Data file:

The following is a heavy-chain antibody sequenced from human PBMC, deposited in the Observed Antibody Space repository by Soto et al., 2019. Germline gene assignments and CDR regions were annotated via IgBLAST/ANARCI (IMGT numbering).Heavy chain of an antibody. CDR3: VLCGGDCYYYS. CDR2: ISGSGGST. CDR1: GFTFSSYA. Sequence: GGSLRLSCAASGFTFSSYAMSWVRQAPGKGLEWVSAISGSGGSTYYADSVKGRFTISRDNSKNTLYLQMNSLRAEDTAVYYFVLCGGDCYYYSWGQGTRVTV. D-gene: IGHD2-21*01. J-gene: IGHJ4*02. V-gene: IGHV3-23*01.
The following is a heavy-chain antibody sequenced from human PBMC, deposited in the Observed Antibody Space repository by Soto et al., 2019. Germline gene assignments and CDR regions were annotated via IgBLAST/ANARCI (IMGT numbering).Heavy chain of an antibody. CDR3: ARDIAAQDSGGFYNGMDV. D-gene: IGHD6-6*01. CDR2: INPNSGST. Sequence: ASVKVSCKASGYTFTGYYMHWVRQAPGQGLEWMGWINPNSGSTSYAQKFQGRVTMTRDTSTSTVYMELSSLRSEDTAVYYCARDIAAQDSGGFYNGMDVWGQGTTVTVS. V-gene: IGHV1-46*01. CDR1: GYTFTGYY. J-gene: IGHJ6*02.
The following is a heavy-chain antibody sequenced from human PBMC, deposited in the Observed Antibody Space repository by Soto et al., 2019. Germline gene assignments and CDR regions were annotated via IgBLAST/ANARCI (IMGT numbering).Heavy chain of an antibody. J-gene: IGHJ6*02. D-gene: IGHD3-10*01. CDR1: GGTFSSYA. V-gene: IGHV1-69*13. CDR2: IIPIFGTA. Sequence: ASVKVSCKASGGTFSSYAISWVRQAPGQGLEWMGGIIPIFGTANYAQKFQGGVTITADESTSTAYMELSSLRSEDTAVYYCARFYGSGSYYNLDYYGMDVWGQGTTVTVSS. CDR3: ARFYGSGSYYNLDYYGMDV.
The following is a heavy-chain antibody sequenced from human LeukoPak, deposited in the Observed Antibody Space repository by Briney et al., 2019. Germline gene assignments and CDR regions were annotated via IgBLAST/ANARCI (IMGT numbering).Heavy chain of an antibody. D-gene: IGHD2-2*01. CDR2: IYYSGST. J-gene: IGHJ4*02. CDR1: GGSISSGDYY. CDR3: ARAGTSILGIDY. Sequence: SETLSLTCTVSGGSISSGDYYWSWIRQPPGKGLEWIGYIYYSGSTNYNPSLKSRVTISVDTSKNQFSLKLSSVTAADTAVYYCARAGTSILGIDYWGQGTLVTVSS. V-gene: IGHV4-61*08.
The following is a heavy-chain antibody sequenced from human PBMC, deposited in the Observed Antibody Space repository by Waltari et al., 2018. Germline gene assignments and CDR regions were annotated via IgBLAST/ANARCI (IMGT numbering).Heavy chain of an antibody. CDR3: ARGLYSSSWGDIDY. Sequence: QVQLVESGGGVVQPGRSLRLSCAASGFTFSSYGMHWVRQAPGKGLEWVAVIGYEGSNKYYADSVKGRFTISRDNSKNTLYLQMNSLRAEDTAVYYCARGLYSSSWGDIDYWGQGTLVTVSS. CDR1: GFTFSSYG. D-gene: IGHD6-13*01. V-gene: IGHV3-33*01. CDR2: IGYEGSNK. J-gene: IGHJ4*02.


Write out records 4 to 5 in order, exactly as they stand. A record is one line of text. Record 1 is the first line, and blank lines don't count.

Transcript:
The following is a heavy-chain antibody sequenced from human LeukoPak, deposited in the Observed Antibody Space repository by Briney et al., 2019. Germline gene assignments and CDR regions were annotated via IgBLAST/ANARCI (IMGT numbering).Heavy chain of an antibody. D-gene: IGHD2-2*01. CDR2: IYYSGST. J-gene: IGHJ4*02. CDR1: GGSISSGDYY. CDR3: ARAGTSILGIDY. Sequence: SETLSLTCTVSGGSISSGDYYWSWIRQPPGKGLEWIGYIYYSGSTNYNPSLKSRVTISVDTSKNQFSLKLSSVTAADTAVYYCARAGTSILGIDYWGQGTLVTVSS. V-gene: IGHV4-61*08.
The following is a heavy-chain antibody sequenced from human PBMC, deposited in the Observed Antibody Space repository by Waltari et al., 2018. Germline gene assignments and CDR regions were annotated via IgBLAST/ANARCI (IMGT numbering).Heavy chain of an antibody. CDR3: ARGLYSSSWGDIDY. Sequence: QVQLVESGGGVVQPGRSLRLSCAASGFTFSSYGMHWVRQAPGKGLEWVAVIGYEGSNKYYADSVKGRFTISRDNSKNTLYLQMNSLRAEDTAVYYCARGLYSSSWGDIDYWGQGTLVTVSS. CDR1: GFTFSSYG. D-gene: IGHD6-13*01. V-gene: IGHV3-33*01. CDR2: IGYEGSNK. J-gene: IGHJ4*02.